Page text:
BMW 503 Cabriolet Series II RH

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503 Cabriolet Series II RH





The BMW 503 is a two door 2+2 grand touring automobile from the 1950s. BMW developed the 503 alongside their 507 roadster in an attempt to sell a significant number of luxury cars in the United States. The 503 and 507 cost about twice their projected price and did not recover their costs. During production from May 1956 to March 1959, 412 units of the 503 were built.

Hanns Grewenig, sales manager of BMW, repeatedly requested the development of a sports car based on their 501 and 502 luxury sedans. In early 1954, influenced by the public reaction to Mercedes-Benz 300SL and 190SL show cars in New York in February 1954, the management of BMW approved the project.

Max Hoffman, an influential automobile importer in the United States, saw early design sketches by BMW's Ernst Loof, and suggested to industrial designer Albrecht von Goertz that he should submit design proposals to BMW. Based on these proposals, BMW contracted Goertz to design the 503 and 507 in November 1954. The first prototypes of the 503 were mocked up by Baur in 1954, but by then BMW were able to manufacture the production bodies themselves, even though they were made by hand. 503 Cabriolet became the first German Cabriolet with electrically operated top and windows.

The 503 was a 2+2 grand tourer that was available as either a coupe or a convertible. It was noted for having a cleaner and more modern design than the "Baroque Angel" 501-based sedans. The convertible version of the 503 was the first European convertible with an electrically operated top.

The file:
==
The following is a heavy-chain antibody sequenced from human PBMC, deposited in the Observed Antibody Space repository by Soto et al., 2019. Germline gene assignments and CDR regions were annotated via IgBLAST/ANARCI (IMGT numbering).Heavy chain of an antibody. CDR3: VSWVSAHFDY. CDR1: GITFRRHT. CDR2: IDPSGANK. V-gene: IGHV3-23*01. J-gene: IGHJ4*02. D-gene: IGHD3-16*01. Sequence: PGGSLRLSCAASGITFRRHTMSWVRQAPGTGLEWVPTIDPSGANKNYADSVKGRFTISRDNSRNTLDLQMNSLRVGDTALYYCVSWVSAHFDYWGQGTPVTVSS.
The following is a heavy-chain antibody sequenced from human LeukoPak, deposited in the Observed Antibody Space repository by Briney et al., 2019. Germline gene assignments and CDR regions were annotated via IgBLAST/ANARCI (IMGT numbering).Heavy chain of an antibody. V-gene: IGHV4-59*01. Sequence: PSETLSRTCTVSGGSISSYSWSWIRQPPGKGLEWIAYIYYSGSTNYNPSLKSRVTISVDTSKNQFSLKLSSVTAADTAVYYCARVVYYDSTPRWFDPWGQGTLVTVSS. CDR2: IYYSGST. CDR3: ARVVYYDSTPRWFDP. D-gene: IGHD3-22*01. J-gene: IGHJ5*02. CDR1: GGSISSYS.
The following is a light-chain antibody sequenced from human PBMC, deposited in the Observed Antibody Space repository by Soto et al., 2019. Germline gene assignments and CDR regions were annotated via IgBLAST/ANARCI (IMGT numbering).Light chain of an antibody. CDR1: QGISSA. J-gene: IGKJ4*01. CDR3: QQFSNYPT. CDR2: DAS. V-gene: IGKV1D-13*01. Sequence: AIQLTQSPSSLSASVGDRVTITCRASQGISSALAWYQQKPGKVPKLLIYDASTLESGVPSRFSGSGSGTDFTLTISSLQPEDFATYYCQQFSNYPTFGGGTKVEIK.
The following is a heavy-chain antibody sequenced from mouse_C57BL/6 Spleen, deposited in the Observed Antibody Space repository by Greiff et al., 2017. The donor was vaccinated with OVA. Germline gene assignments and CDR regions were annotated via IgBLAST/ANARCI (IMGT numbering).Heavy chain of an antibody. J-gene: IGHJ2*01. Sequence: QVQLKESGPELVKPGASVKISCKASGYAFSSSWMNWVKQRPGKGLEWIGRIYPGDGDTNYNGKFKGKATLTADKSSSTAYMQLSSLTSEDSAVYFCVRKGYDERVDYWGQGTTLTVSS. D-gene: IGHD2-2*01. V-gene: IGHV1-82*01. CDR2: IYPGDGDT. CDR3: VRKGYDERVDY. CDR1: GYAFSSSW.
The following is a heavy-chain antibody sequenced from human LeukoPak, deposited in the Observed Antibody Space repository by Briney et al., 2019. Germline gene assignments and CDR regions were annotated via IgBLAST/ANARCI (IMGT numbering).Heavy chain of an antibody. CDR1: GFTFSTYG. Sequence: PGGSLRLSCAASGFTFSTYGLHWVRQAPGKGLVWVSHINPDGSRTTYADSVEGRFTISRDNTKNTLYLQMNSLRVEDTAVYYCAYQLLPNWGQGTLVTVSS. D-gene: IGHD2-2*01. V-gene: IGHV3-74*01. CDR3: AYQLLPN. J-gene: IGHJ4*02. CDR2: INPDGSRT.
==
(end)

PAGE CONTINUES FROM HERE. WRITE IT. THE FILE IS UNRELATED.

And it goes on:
Tasked with designing rolling chassis for two cars while using as much as possible from the existing 502 sedan, engineer Fritz Fiedler designed two versions of a new ladder frame, one with the same wheelbase as the 502, and one with a shortened wheelbase. The long-wheelbase version was used in the 503. Both cars used the steering system and a variant of the front suspension system from the 502; the 503 also used the 502's rear suspension. As originally designed, the 503 used the 502's remote gearbox placement and shift linkage. Both cars used the braking system developed for the 3.2 sedan, using drum brakes with vacuum assist. All 503s were configured for left hand drive.

Both cars used the 3.2 L version of the 502's V8 engine developed for the 3.2 sedan, but with two carburetors and with an improved lubrication system using a chain-driven oil pump. The 503's V8 had a compression ratio of 7.5:1 and yielded 140 bhp (100 kW; 140 PS) at 4800 rpm.

The 503 had sixteen inch wheels and standard final drive ratio of 3.90:1, A final drive ratio of 3.42:1 was optional. Acceleration of the 503 from standstill to 100 km/h (62 mph) had been measured at 13 seconds; the top speed of the 503 is about 115 miles per hour (185 km/h).

In September 1957, the 503's drivetrain was revised. The Series II 503 used the 507-type engine/transmission arrangement complete with floor-mounted change. The gearbox was bolted to the transmission and the shifter was moved from the steering column to the floor.

Despite Battista "Pinin" Farina's opinion that the 503 was superior in design to the 507, the 503 was largely overshadowed by the 507. However, while neither the 503 nor the 507 sold well enough to earn a profit, the larger, heavier, plainer, more expensive 503 sold 412 units to the 507 roadster's 253. 139 of the 507s made were convertibles. Only six right-hand drive BMW 503s made. Production ended in March 1959.

The 503 was BMW's first postwar sports coupe. It was replaced by the Bertone-bodied BMW 3200 CS in 1962.

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